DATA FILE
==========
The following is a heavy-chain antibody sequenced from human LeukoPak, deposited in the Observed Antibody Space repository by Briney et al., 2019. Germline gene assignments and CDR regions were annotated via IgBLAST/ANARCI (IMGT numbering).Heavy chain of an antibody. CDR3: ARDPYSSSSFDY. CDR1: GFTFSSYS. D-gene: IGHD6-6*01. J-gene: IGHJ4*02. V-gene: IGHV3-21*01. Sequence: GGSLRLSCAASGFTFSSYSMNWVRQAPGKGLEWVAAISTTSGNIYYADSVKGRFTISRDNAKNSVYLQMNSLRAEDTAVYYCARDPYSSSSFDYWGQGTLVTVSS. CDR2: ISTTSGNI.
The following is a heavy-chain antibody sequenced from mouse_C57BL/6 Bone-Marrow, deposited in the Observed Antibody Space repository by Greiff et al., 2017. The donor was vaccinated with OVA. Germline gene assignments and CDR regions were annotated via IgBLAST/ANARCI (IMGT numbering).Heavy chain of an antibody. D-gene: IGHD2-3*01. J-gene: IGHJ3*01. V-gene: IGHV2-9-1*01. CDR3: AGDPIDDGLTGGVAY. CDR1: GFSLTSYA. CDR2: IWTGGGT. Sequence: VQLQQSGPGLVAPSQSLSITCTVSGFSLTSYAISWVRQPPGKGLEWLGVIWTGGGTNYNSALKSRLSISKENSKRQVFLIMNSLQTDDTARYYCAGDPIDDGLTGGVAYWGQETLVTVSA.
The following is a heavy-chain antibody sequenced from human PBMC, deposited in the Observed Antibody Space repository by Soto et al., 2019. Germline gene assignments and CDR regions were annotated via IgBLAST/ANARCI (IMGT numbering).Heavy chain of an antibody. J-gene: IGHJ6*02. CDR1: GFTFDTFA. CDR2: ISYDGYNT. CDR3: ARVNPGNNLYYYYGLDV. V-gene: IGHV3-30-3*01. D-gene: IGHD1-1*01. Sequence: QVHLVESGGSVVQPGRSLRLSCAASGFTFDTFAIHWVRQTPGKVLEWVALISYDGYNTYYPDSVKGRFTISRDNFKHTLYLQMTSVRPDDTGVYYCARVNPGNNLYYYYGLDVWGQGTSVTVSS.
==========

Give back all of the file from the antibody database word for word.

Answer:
The following is a heavy-chain antibody sequenced from human LeukoPak, deposited in the Observed Antibody Space repository by Briney et al., 2019. Germline gene assignments and CDR regions were annotated via IgBLAST/ANARCI (IMGT numbering).Heavy chain of an antibody. CDR3: ARDPYSSSSFDY. CDR1: GFTFSSYS. D-gene: IGHD6-6*01. J-gene: IGHJ4*02. V-gene: IGHV3-21*01. Sequence: GGSLRLSCAASGFTFSSYSMNWVRQAPGKGLEWVAAISTTSGNIYYADSVKGRFTISRDNAKNSVYLQMNSLRAEDTAVYYCARDPYSSSSFDYWGQGTLVTVSS. CDR2: ISTTSGNI.
The following is a heavy-chain antibody sequenced from mouse_C57BL/6 Bone-Marrow, deposited in the Observed Antibody Space repository by Greiff et al., 2017. The donor was vaccinated with OVA. Germline gene assignments and CDR regions were annotated via IgBLAST/ANARCI (IMGT numbering).Heavy chain of an antibody. D-gene: IGHD2-3*01. J-gene: IGHJ3*01. V-gene: IGHV2-9-1*01. CDR3: AGDPIDDGLTGGVAY. CDR1: GFSLTSYA. CDR2: IWTGGGT. Sequence: VQLQQSGPGLVAPSQSLSITCTVSGFSLTSYAISWVRQPPGKGLEWLGVIWTGGGTNYNSALKSRLSISKENSKRQVFLIMNSLQTDDTARYYCAGDPIDDGLTGGVAYWGQETLVTVSA.
The following is a heavy-chain antibody sequenced from human PBMC, deposited in the Observed Antibody Space repository by Soto et al., 2019. Germline gene assignments and CDR regions were annotated via IgBLAST/ANARCI (IMGT numbering).Heavy chain of an antibody. J-gene: IGHJ6*02. CDR1: GFTFDTFA. CDR2: ISYDGYNT. CDR3: ARVNPGNNLYYYYGLDV. V-gene: IGHV3-30-3*01. D-gene: IGHD1-1*01. Sequence: QVHLVESGGSVVQPGRSLRLSCAASGFTFDTFAIHWVRQTPGKVLEWVALISYDGYNTYYPDSVKGRFTISRDNFKHTLYLQMTSVRPDDTGVYYCARVNPGNNLYYYYGLDVWGQGTSVTVSS.